If your offspring persists, have her sit in a chair apart from the rest of the family. State that as long as she continues showing such behaviour, she will be seated here. When you show that you are prepared to withdraw from their pleading and whining, this lets them decide (and learn) whether begging is still better than having fun with others.
5. Negotiate an alternative
“Settling for less is an important part of learning,” Katy points out. If you decide to buy a smaller set of bricks because your child already has several similar playthings, suggest that the new bricks are more fun to play with. They are more willing to think more rationally if you are empathic ― tell them “I know you love these, darling” instead of being confrontational.
6. Stop them from begging immediately with these questions
Knowing that they can’t have the things they want will not stop kids from begging. Harris advises that you get them to convey their anger using sentences such as, “I don’t like it when I can’t have what I want”.
By helping the youngsters identify their source of unhappiness, parents can formulate and offer the appropriate response. One example is “I know it’s hard not to have what you want. But I know you are going to be okay – once you stop feeling stuck on it.”
"If you decide against buying toys for your child, highlight your decision before you reach the store."
Otherwise, consider asking junior one of these questions the next time your mini-me starts to beg:
- “How long do you want to be unhappy about this for?”
- “Do you want to keep repeating and be unhappy, or do you want to settle for less and start enjoying the day?”
- “Would you want to continue whining and let all this spoil your day?”
While formulating and dwelling on her answer, the child learns to cut through her emotional turmoil, sort out her feelings and verbalise her distress rationally. As she grows older, she will discover that while she cannot control her circumstances, she can control her reaction to them. Now that’s a precious life skill many parents want to inculcate.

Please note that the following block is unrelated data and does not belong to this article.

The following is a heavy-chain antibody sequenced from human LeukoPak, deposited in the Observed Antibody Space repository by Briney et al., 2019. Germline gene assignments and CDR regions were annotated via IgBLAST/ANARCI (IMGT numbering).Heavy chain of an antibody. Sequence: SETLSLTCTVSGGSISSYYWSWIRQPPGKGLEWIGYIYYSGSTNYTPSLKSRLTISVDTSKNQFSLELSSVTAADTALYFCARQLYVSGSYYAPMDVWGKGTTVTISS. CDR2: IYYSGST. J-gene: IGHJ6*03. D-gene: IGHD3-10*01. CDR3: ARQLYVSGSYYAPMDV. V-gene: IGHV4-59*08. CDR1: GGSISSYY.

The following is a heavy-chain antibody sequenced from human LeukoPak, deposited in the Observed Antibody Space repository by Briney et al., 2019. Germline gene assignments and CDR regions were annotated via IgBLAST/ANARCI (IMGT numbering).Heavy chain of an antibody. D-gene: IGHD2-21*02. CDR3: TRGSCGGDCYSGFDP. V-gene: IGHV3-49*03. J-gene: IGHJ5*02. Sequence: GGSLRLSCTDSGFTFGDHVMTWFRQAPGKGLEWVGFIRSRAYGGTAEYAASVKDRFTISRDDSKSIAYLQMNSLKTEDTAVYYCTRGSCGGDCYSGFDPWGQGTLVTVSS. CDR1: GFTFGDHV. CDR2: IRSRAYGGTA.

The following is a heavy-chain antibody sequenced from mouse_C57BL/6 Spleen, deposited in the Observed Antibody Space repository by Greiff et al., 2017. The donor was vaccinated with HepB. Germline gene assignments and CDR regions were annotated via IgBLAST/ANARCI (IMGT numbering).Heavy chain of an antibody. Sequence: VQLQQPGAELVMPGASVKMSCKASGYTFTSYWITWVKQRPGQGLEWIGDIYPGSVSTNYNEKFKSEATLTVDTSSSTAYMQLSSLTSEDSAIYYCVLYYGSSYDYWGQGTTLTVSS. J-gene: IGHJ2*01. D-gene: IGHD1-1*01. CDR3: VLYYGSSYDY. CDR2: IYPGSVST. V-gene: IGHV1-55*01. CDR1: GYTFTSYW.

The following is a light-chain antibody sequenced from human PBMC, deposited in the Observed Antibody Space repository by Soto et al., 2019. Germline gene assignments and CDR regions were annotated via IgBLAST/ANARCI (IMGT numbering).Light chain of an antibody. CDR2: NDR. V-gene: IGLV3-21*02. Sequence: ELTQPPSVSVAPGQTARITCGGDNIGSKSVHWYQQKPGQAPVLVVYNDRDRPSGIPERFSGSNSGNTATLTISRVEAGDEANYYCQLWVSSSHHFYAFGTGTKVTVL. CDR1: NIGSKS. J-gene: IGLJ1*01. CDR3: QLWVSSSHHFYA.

7. Give a heads-up
If you decide against buying toys for your child, highlight your decision before you reach the store. Karen Sum, 38, a mother of four kids aged 10 months, 3, 7, and 9, reminds her kids again when they set foot in the store: “We are buying milk today; we can buy the toy next week.” It’s important to set your rules and stick to them, so the child knows that they should not expect to get any toys.
8. Count down to the next task
To encourage your child’s toothbrushing habit, warn her she must stop whatever she’s doing and brush her teeth every evening after you’ve counted from one to 10. Donald Lim, 40, says this method has worked well with his 3-year-old daughter. “My wife and I established this as a routine and consistently follow through with it, so our girl accepts the countdown as a signal to do as she’s told. Yes, we’ve used it successfully to stop her occasional tantrum.”
9. Walk away
If you have told your child she’s not going on the slide another time, but she pleads for another round, be prepared to leave.
Georgina Tan, 34, who has two daughters aged 2½ and 6, followed through on her warning recently, much to the horror of her younger daughter. “I made it very clear that I tolerated no begging: No simply means no!”